Henry Kissinger, the US Secretary of State during the Nixon administration, tells of a Harvard professor who had given his students an assignment. After collecting the papers, he marked them before returning them to the students. At the bottom of one was written, "Is this the best you can do?" The student thought, "no," and redid the paper. He submitted it, but it was returned to him again with the same comment. This went on ten times till finally, the student said, "Yes, this is the best I can do." The professor replied, "Good. Now I'll read it."
Nobody is born excellent. Attaining excellence takes discipline and hard work. It involves doing something repeatedly until one gets it perfect, not just right. Then it becomes a way of living and guarantees success in our endeavors. The wise king Solomon once said, "Do you see someone skilled in their work? They will serve before kings; they will not serve before officials of low rank" (Proverbs 22:29).
Well, there aren't too many kings still walking on earth — dear old Charles is probably one of the last — but there is another king greater than any other who rules the earth. His name is Jesus. Paul urges us to please him. "Whatever you do, work at it with all your heart, as (though you are) working for the Lord, not for human masters, since you know that you will receive an inheritance from the Lord as a reward. It is the Lord Christ you are serving" (Colossians 3:23-24). However, when it comes to doing things for God, even those among us who generally take pride in our work, get shoddy. Have you noticed? Let us not be like this.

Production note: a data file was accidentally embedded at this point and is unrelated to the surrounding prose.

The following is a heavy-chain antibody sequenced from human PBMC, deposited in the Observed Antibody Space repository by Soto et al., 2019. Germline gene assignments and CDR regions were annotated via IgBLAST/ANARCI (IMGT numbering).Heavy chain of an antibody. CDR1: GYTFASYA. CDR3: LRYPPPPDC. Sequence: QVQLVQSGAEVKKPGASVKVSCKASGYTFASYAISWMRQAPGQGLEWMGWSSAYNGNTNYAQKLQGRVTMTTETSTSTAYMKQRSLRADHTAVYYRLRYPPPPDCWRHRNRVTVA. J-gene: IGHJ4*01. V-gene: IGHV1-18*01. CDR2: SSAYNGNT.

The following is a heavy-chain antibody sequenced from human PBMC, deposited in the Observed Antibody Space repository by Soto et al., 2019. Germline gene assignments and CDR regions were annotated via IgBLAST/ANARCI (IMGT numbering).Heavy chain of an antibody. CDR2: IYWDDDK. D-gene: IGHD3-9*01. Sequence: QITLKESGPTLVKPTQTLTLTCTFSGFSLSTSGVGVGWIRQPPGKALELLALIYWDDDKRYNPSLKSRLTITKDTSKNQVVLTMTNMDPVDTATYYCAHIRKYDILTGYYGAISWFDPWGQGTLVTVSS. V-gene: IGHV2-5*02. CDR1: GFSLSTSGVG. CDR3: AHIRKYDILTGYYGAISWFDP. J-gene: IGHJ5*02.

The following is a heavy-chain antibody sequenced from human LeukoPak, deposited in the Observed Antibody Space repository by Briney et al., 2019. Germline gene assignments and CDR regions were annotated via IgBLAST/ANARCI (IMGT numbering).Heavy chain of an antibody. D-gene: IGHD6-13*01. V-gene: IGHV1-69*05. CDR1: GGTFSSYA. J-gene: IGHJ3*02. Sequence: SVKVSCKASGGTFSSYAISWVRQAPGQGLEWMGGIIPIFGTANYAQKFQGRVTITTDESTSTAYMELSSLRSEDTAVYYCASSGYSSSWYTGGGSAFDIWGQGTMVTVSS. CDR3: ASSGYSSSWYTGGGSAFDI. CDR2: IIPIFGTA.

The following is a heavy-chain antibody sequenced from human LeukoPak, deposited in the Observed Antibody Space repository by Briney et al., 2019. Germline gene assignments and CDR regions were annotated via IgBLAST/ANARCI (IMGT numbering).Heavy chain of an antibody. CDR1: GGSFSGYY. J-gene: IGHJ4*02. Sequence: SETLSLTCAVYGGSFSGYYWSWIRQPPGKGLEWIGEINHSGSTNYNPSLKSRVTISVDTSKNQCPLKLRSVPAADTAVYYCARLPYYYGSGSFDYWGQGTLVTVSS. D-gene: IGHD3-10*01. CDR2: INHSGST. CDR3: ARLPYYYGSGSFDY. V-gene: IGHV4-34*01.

Then, sometimes we believe the nature of the work does not merit the extra effort. Like plumbing, perhaps. However, to paraphrase John Gardner, if we scorn excellence in plumbing because plumbing is a humble activity and tolerate shoddiness in philosophy because it is an exalted activity, we will have neither good plumbing nor good philosophy. Neither its pipes nor its theories will hold water. And that's so true.
The pursuit of excellence begins in the mind. Paul put it beautifully when he said, "Brothers and sisters, whatever is true, whatever is noble, whatever is right, whatever is pure, whatever is lovely, whatever is admirable—if anything is excellent or praiseworthy—think about such things" (Philippians 4:8).
So, as we choose excellence today, let us think about such things, remembering yet another piece of advice Paul gave. He said, "Whether you eat or drink, or whatever you do, do all to the glory of God" (1 Corinthians 10:31).
God bless you.